When Microsoft began planning for Internet Explorer 8, they were struck with an interesting problem. They were willing to admit that Internet Explorer had implementation bugs both in rendering and scripting. After admitting that, though, they had the problem that is commonly referred to as “don’t break the Internet.” Microsoft had no way of knowing how many sites were reliant upon the implementation bugs to function correctly. Their ultimate solution to the problem was interesting: Internet Explorer 8 could run in a variety of different modes. The sheer number of possible modes is a bit daunting but basically comes down to two types: document mode and browser mode.

Document mode

A page’s document mode determines to which features it has access. This means that there’s a specific level of CSS support, a specific number of features available for scripting through JavaScript, and a specific way that doctypes are treated. There are three different document modes:

  • Internet Explorer 5 – renders the page in IE7 quirks mode (also known as IE5 mode). New features in IE8 are not available.
  • Internet Explorer 7 – renders the page in IE7 standards mode. New features in IE8 are not available.
  • Internet Explorer 8 – renders the page in IE8 standards mode. New features in IE8 are available, so you can access the Selectors API, more CSS 2 selectors, some CSS 3 features, HTML 5 features, etc. Essentially, you get everything that IE8 has to offer.

The concept of document mode is very important for understanding how Internet Explorer 8 works.

Forcing a document mode

You can force a particular document mode by using the X-UA-Compatible HTTP header or by using the <meta> tag equivalent:

<meta http-equiv="X-UA-Compatible" content="IE=IEVersion">

There are several different possible values for the IE version in this field and they don’t necessary map to the three document modes:

  • Edge – always put the document into the most recent document mode available. Doctype is ignored. For Internet Explorer 8, this forces the document mode to IE8 standards all the time. Be careful when using this because when Internet Explorer 9 comes out, this will force the page into IE9 standards mode.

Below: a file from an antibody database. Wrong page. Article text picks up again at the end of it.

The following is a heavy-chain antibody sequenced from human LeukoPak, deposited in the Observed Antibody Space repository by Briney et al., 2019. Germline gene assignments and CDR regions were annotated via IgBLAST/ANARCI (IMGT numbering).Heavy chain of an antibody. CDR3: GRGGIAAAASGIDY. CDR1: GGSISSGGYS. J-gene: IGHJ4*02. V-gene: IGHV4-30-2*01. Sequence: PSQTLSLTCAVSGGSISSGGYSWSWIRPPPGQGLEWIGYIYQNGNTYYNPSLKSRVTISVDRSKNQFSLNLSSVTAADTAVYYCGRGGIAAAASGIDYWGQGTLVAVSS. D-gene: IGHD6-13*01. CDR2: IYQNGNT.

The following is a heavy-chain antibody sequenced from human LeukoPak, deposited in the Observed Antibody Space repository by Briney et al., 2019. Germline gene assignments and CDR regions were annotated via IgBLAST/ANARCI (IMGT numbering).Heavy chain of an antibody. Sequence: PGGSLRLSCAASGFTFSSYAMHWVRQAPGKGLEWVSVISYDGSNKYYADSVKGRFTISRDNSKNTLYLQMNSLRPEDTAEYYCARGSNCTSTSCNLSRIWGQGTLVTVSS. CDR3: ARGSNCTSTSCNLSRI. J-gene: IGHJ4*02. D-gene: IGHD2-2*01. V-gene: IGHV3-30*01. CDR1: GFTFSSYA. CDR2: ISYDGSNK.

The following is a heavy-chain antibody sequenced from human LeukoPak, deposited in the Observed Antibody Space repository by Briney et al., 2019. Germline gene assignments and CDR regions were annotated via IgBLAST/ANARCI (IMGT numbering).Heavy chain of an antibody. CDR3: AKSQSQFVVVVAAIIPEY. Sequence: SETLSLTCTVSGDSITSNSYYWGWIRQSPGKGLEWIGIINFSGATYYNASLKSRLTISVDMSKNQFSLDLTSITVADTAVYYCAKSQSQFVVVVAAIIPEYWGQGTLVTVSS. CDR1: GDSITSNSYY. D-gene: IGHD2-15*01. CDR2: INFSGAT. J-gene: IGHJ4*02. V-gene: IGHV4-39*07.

• EmulateIE8 – if a doctype is present, set the document mode to IE8 standards and otherwise set the document mode to IE5.
  • EmulateIE7 – if a doctype is present, set the document mode to IE7 standards and otherwise set the document mode to IE5.
  • 8 – force document mode to be IE8 standards. Doctype is ignored.
  • 7 – force document mode to be IE7 standards. Doctype is ignored.
  • 5 – force document mode to be IE5. Doctype is ignored.

For example, to make the document mode behave as it would in Internet Explorer 7, you can use the following:

<meta http-equiv="X-UA-Compatible" content="IE=EmulateIE7">

Whereas to force IE7 standards mode regardless of doctype, use this:

<meta http-equiv="X-UA-Compatible" content="IE=7">

You are not required to have an X-UA-Compatible field set on pages. If not present, the default is EmulateIE8.

Detecting document mode

You can determine the document mode for a given page using the document.documentMode property a new feature in Internet Explorer 8, which returns either 5, 7, or 8:

var mode = document.documentMode;

Using this property can give you a hint as to how the page is going to behave. This property is available in all document modes.

Browser mode

There are three browser modes: Internet Explorer 8, Internet Explorer 8 compatibility, and Internet Explorer 7. These modes affect the page in a number of ways, most notably by altering document mode and the user-agent string. By default, the browser mode is set to Internet Explorer 8.